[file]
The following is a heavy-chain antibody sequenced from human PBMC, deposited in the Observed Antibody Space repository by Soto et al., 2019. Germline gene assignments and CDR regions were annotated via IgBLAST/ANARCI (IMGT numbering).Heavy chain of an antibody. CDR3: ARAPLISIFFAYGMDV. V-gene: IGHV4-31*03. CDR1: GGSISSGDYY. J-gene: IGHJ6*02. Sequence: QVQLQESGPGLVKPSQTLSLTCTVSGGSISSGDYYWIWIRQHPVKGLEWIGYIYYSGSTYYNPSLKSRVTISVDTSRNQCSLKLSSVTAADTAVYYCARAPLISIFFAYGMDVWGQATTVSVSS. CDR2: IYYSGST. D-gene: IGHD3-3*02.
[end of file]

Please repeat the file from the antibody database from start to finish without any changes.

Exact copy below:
The following is a heavy-chain antibody sequenced from human PBMC, deposited in the Observed Antibody Space repository by Soto et al., 2019. Germline gene assignments and CDR regions were annotated via IgBLAST/ANARCI (IMGT numbering).Heavy chain of an antibody. CDR3: ARAPLISIFFAYGMDV. V-gene: IGHV4-31*03. CDR1: GGSISSGDYY. J-gene: IGHJ6*02. Sequence: QVQLQESGPGLVKPSQTLSLTCTVSGGSISSGDYYWIWIRQHPVKGLEWIGYIYYSGSTYYNPSLKSRVTISVDTSRNQCSLKLSSVTAADTAVYYCARAPLISIFFAYGMDVWGQATTVSVSS. CDR2: IYYSGST. D-gene: IGHD3-3*02.